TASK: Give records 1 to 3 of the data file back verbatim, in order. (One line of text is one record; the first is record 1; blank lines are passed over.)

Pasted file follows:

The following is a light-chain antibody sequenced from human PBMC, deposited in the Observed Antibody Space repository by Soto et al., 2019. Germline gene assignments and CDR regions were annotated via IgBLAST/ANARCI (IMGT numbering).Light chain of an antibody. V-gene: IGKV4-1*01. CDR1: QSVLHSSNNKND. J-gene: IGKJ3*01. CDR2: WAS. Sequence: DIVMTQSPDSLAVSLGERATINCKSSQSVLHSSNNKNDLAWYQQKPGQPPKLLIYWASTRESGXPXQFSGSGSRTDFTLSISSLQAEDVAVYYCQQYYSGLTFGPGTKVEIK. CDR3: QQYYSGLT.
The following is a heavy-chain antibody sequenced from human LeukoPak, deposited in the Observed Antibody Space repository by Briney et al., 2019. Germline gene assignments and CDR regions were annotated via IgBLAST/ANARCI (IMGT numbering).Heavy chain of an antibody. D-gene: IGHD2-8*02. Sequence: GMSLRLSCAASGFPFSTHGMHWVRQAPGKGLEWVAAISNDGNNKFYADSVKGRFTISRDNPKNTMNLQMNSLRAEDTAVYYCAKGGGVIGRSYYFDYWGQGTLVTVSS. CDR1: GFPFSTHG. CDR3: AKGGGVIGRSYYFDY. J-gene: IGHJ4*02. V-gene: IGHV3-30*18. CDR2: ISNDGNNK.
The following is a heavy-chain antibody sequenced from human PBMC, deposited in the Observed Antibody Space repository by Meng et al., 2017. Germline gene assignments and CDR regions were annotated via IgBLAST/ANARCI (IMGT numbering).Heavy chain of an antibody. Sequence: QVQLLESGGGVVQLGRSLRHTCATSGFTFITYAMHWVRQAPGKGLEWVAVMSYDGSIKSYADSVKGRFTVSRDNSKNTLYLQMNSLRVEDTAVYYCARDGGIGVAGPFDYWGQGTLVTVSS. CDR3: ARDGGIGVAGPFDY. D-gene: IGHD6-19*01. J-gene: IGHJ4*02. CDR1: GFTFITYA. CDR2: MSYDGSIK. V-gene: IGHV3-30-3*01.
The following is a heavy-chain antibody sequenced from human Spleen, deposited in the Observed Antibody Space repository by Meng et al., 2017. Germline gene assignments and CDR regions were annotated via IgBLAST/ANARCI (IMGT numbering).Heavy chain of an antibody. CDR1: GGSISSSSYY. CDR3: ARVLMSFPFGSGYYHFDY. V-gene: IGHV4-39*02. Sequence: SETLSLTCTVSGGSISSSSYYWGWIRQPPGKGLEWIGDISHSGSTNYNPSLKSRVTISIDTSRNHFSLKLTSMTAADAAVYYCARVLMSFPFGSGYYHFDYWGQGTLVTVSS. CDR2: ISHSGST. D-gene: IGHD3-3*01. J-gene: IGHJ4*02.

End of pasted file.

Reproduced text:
The following is a light-chain antibody sequenced from human PBMC, deposited in the Observed Antibody Space repository by Soto et al., 2019. Germline gene assignments and CDR regions were annotated via IgBLAST/ANARCI (IMGT numbering).Light chain of an antibody. V-gene: IGKV4-1*01. CDR1: QSVLHSSNNKND. J-gene: IGKJ3*01. CDR2: WAS. Sequence: DIVMTQSPDSLAVSLGERATINCKSSQSVLHSSNNKNDLAWYQQKPGQPPKLLIYWASTRESGXPXQFSGSGSRTDFTLSISSLQAEDVAVYYCQQYYSGLTFGPGTKVEIK. CDR3: QQYYSGLT.
The following is a heavy-chain antibody sequenced from human LeukoPak, deposited in the Observed Antibody Space repository by Briney et al., 2019. Germline gene assignments and CDR regions were annotated via IgBLAST/ANARCI (IMGT numbering).Heavy chain of an antibody. D-gene: IGHD2-8*02. Sequence: GMSLRLSCAASGFPFSTHGMHWVRQAPGKGLEWVAAISNDGNNKFYADSVKGRFTISRDNPKNTMNLQMNSLRAEDTAVYYCAKGGGVIGRSYYFDYWGQGTLVTVSS. CDR1: GFPFSTHG. CDR3: AKGGGVIGRSYYFDY. J-gene: IGHJ4*02. V-gene: IGHV3-30*18. CDR2: ISNDGNNK.
The following is a heavy-chain antibody sequenced from human PBMC, deposited in the Observed Antibody Space repository by Meng et al., 2017. Germline gene assignments and CDR regions were annotated via IgBLAST/ANARCI (IMGT numbering).Heavy chain of an antibody. Sequence: QVQLLESGGGVVQLGRSLRHTCATSGFTFITYAMHWVRQAPGKGLEWVAVMSYDGSIKSYADSVKGRFTVSRDNSKNTLYLQMNSLRVEDTAVYYCARDGGIGVAGPFDYWGQGTLVTVSS. CDR3: ARDGGIGVAGPFDY. D-gene: IGHD6-19*01. J-gene: IGHJ4*02. CDR1: GFTFITYA. CDR2: MSYDGSIK. V-gene: IGHV3-30-3*01.